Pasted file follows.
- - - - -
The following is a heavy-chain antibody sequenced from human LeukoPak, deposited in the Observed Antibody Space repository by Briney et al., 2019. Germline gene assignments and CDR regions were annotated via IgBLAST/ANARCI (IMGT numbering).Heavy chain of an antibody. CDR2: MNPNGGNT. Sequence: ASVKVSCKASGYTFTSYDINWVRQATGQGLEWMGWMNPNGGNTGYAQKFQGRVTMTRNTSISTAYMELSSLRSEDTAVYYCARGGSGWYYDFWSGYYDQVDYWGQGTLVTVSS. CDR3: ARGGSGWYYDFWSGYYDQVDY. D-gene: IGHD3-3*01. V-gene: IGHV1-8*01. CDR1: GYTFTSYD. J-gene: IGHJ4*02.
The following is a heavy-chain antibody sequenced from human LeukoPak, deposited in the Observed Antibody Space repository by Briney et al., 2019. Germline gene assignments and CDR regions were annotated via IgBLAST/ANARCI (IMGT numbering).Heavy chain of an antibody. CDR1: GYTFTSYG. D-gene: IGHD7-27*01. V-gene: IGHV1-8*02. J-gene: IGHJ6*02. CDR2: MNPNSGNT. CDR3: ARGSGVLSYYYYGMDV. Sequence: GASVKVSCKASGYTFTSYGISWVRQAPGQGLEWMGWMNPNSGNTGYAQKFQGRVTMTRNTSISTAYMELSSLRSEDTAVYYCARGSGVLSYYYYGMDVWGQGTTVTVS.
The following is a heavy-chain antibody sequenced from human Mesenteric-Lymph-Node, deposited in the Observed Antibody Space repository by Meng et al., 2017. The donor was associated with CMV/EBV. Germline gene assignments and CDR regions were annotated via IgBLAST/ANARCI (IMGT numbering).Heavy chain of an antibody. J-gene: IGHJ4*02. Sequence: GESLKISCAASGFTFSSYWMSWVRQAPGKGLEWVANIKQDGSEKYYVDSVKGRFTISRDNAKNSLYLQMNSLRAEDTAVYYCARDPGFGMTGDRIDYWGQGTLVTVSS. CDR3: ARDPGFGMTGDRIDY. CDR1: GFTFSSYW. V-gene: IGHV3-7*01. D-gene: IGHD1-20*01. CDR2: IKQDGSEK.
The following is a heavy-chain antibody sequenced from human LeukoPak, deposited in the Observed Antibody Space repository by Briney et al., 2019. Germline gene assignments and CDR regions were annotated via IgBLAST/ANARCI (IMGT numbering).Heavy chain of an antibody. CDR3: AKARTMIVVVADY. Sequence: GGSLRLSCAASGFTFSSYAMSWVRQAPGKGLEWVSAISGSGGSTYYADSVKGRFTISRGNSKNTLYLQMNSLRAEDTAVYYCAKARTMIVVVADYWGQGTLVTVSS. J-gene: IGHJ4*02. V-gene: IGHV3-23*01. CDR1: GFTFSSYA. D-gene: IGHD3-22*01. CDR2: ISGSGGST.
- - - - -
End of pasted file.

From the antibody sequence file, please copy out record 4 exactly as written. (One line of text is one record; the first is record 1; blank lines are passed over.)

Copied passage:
The following is a heavy-chain antibody sequenced from human LeukoPak, deposited in the Observed Antibody Space repository by Briney et al., 2019. Germline gene assignments and CDR regions were annotated via IgBLAST/ANARCI (IMGT numbering).Heavy chain of an antibody. CDR3: AKARTMIVVVADY. Sequence: GGSLRLSCAASGFTFSSYAMSWVRQAPGKGLEWVSAISGSGGSTYYADSVKGRFTISRGNSKNTLYLQMNSLRAEDTAVYYCAKARTMIVVVADYWGQGTLVTVSS. J-gene: IGHJ4*02. V-gene: IGHV3-23*01. CDR1: GFTFSSYA. D-gene: IGHD3-22*01. CDR2: ISGSGGST.